The smile on Rivaldo’s face said it all. The midfield magician from Recife had often declared his ambition to be crowned FIFA World Player, and in Brussels on 24 January the dream came true. Selected as the world’s outstanding player of 1999 by 90 of the 140 national team coaches who participated in the voting, the prestigious title capped a sensational 12 months for the Brazilian superstar. His magnetic ball control, precise passing and eye for goal make him a worthy successor to compatriots Romario and Ronaldo, both former winners of the World Player award.
FIFA General Secretary Michel Zen-Ruffinen, CONCACAF President Jack A. Warner, Gala presenter Amanda Mclane, FIFA President Joseph S. Blatter, Gabriel Batistuta, George Best, Rivaldo and Gala President Hansi Muller (From lefty to Right) all together on the stager at the FIFA 1999 World Footballer of the year gala evening in Brussels.
This was the ninth edition of FIFA’s prestigious awards gala, organised in conjunction with European Sports Magazines (ESM), Foot Magazine/Voetbal Magazine of Belgium, and the International Football Hall of Champions. Some 700 guests and 150 media representatives were in the Palais des Congrès to see a parade of stars from past and present accept awards for their prowess on the field of play and their contributions to the game.
In keeping with tradition, the other two candidates for the FIFA World Player title were also spectacular attacking players. David Beckham of England was voted in second place, in recognition of his superb form for Manchester United and confirming his reputation as one of football’s brightest young talents. Unfortunately a crucial Premier League match prevented him from travelling to Brussels. In third place came Gabriel Batistuta, master marksman for both Argentina and Fiorentina, for whom the award was a reward for years of prolific goal scoring and extraordinary loyalty to his club colours.
While of course Rivaldo and Batistuta were the main centre of huge media and public interest, they were not the only ones to enjoy the spotlight. To open the show, co-hosts Foot Magazine/Voetbal Magazine honoured former national team player and coach Paul Van Himst as the Belgian Player of the Century.
The Hall of Champions in London
The Hall of Champions, which FIFA General Secretary Michel Zen-Ruffinen announced will be established in a high-profile location in London, inducted a new group of football legends for the third successive year. One of the evening’s most emotional moments came when the frail but dignified Didi, the brilliant playmaker of Brazil’s 1958 and 1962 World Cup winning teams, was called on stage. He was followed by another legendary Brazilian, Zico, a hero to many of the current generation of Brazilian superstars, including Rivaldo.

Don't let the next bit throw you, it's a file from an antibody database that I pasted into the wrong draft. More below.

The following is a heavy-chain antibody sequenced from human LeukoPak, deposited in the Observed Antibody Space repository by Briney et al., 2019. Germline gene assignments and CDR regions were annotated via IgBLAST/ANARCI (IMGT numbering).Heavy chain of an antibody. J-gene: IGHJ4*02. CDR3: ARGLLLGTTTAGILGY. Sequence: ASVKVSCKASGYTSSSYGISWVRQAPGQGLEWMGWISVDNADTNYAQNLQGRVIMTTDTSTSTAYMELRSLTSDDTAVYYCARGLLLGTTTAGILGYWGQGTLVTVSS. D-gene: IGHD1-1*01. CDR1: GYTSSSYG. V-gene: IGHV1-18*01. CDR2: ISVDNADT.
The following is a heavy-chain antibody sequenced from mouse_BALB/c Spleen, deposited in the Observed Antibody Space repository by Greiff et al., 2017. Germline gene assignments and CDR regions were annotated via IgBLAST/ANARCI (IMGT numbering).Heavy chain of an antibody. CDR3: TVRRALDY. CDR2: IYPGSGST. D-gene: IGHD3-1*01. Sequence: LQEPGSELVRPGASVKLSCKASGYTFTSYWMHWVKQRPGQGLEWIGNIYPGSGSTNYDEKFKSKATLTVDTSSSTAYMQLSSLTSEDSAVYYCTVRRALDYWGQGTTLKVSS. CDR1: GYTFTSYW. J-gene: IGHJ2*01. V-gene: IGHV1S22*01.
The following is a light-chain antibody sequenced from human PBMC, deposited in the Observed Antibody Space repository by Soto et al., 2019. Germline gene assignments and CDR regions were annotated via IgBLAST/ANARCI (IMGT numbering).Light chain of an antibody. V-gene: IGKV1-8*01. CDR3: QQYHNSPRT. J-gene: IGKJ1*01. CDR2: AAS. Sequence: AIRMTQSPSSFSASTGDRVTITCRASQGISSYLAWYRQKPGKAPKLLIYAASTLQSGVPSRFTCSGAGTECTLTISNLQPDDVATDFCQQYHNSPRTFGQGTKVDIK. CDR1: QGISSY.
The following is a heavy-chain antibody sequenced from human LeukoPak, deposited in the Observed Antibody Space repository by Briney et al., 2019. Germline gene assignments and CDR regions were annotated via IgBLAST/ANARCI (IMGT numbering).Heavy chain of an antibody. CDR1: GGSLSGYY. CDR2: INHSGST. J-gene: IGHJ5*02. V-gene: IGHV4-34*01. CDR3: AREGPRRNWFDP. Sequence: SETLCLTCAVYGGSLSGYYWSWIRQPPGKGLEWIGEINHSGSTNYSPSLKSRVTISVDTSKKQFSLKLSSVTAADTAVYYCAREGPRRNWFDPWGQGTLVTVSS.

FIFA Presient Blatter congratulates Didi on his induction into the Hall of Champions.
Northern Ireland’s most famous son, George Best, was also honoured, and although Dutch striker Marco Van Basten was unable to attend, he was represented by his long-time mentor at both club and national team level, coach Rinus Michels, already a Hall of Champions inductee. Barcelona and Italy were inducted in the club and national team categories respectively.
And then it was on to the FIFA awards, and ladies first. Outstanding performers of the 1999 Women’s World Cup were also present to collect their FIFA/adidas awards. The competition’s outstanding striker, Sun Wen of China, was presented with the Golden Ball and the Golden Shoe, sharing the latter with Brazil’s Sissi. A midfield schemer in the finest Brazilian tradition, Sissi also claimed the Silver Ball, while Norway’s Ann Kristin Aarones received her Bronze Shoe.
Rivaldo chats with his boyhood hero Zico.
Although club commitments deprived the Confederations Cup section of Ronaldinho and Cuauthemoc Blanco, Saudi Arabia’s Marzouk Al Otaibi was on hand to receive his two awards. Brazil were also rewarded for their virtually unassailable dominance at the top of the FIFA/Coca-Cola World Rankings, and the title of Best Mover went to Slovenia, largely due to their qualification for Euro 2000.
As usual, Fair Play also featured prominently in the gala, with China collecting the prize for the Women’s World Cup and Brazil for the Confederations Cup. The annual FIFA Fair Play award was presented to Soccer New Zealand in recognition of the exemplary efforts of the country’s football community in promoting and developing the sport.
Emotions and imagination
The gala proved once again that the FIFA World Player award is firmly established in the international football calendar. The 75 minute show was shown in 27 countries in Europe alone, and many more worldwide. The Conrad International Hotel was swarming with media for the pre-gala press conference, and the local football fans also turned out in force to catch a close glimpse of their heroes, with Batistuta and Rivaldo in particular mobbed by adoring fans upon their arrival.
The outstanding Chinese striker Sun Wen won both the Golden Ball and the Golden Boot for the Women's world Cup.
FIFA President Joseph S. Blatter, presenting the awards in the company of João Havelange, Michel Platini, Franz Beckenbauer, George Weah and others, captured the essence of the evening by saying : “Players are at the heart of our game, as in every sport. They are the ones who capture the emotions and imagination of fans all around the world, who serve as inspiration for the young and give football so much of its diversity, variety and colour.” Rivaldo, for one, is a prime example.